9 steps to building a picket or chain link fence

June 30, 2015

Building your own fence can be easier than you thought. Armed with a plan and the right materials, you can put up a sturdy picket or chain link fence that will last for years.

9 steps to building a picket or chain link fence

1. Easy digging

  • Use a posthole digger to scoop out deep, narrow holes without disturbing the surrounding soil.
  • Or use a soil auger, which bores neat holes with little effort. Set posts 45 to 60 centimetres deep.

In cold climates, dig one metre deep to get below the frost line.

2. Anchor the posts

  • Use metal spear connectors, available at home supply stores, to solidify fence posts.

These spears can be easily driven into the ground with a sledgehammer before the post is attached. However, they'll be sturdier if sunk in concrete.

3. Cutting your own pickets?

  • Clamp several pickets together in a bench vise and saw through them all at once to save time and assure consistent length.

But before going to the trouble of cutting your own, check out precut pickets and preassembled panels, which are widely available at home supply stores.

4. Properly space your fence

Use a spare picket as a spacer to ensure consistent gaps when you're assembling a picket fence.

5. Trim post tops

Trim post tops to a point, slant or dome to shed water, or buy protective post caps, sold at hardware and home stores.

6. Prevent rot

  • Prevent rot by coating individual wood pieces with a preservative, stain or paint before assembling the fence, so all the surfaces will be covered.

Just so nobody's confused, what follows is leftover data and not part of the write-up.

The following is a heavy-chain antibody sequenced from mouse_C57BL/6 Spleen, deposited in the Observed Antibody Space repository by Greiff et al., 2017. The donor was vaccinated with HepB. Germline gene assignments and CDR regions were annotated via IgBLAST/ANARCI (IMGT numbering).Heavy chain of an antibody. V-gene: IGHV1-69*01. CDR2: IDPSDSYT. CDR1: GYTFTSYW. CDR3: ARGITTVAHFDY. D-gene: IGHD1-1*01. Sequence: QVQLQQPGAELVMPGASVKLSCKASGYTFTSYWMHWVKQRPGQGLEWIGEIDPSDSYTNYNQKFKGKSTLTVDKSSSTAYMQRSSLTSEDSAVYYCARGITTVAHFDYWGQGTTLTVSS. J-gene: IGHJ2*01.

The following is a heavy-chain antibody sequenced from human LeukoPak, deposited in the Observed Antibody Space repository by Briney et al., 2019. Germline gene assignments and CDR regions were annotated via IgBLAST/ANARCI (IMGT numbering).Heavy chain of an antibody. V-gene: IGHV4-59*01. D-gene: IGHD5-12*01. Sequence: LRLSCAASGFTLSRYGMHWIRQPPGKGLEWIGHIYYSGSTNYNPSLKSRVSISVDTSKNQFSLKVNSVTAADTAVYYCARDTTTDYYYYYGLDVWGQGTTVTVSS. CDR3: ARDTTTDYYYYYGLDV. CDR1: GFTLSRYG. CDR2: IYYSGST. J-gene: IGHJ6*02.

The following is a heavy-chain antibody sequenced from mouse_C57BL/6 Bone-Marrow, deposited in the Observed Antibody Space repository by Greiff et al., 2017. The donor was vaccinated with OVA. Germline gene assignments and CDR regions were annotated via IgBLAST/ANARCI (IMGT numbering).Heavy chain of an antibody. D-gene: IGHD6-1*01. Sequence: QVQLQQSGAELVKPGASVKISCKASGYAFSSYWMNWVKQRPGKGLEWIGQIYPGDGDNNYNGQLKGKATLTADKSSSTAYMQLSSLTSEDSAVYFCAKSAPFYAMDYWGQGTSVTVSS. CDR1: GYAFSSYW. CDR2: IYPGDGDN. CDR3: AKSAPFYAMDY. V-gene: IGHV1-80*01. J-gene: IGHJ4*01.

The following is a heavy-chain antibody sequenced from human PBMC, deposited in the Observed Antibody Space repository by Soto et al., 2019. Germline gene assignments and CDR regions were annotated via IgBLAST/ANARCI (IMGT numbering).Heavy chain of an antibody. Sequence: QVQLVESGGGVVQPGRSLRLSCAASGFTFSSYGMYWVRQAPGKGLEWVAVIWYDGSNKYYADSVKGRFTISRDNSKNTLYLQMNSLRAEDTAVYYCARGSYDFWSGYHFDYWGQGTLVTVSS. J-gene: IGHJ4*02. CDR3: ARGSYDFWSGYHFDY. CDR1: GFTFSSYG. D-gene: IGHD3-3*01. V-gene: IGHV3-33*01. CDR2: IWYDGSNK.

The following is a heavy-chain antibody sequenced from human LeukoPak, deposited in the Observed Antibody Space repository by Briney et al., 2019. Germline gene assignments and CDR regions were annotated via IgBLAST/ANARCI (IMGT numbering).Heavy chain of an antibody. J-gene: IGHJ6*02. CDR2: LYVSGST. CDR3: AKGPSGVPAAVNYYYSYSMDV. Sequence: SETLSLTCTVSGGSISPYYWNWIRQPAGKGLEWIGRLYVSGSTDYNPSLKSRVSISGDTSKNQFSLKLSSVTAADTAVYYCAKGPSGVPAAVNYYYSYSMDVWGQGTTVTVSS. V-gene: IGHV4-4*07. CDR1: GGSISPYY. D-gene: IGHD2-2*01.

Check the fence at least once a year to see if it needs touchups, repair or recoating, which should be done before the bare wood is exposed to the elements.

7. Don't go cheap on chain link

  • Select sturdy iron or heavy-gauge galvanized chain link.
  • Plastic coating increases a metal fence's longevity; choose green to help it blend with the surroundings or black if the fence will be located in a shady area.

8. Avoid rust

Use galvanized or brass nails or screws as fasteners for your fence to prevent rust that will stain the wood.

9. Coat costly cast-iron fencing

  • Coat costly cast-iron fencing with rust-inhibiting paint before setting it up, then repaint every three years.

Watch for chipping or flaking that will leave metal exposed.

If you get rotted board ends

  • Saw off the damaged portions and attach a five x 10 centimetre board horizontally at the base of the posts.

To prevent future problems, set the replacement 2.5 centimetres above ground level so that air can circulate freely.

Make a fence disappear

  • Let a hedge or climbers grow through a chain-link fence to help it fade into the landscape.

To reduce weed trimming chores, plant daylilies or other vigorous perennials at the base.

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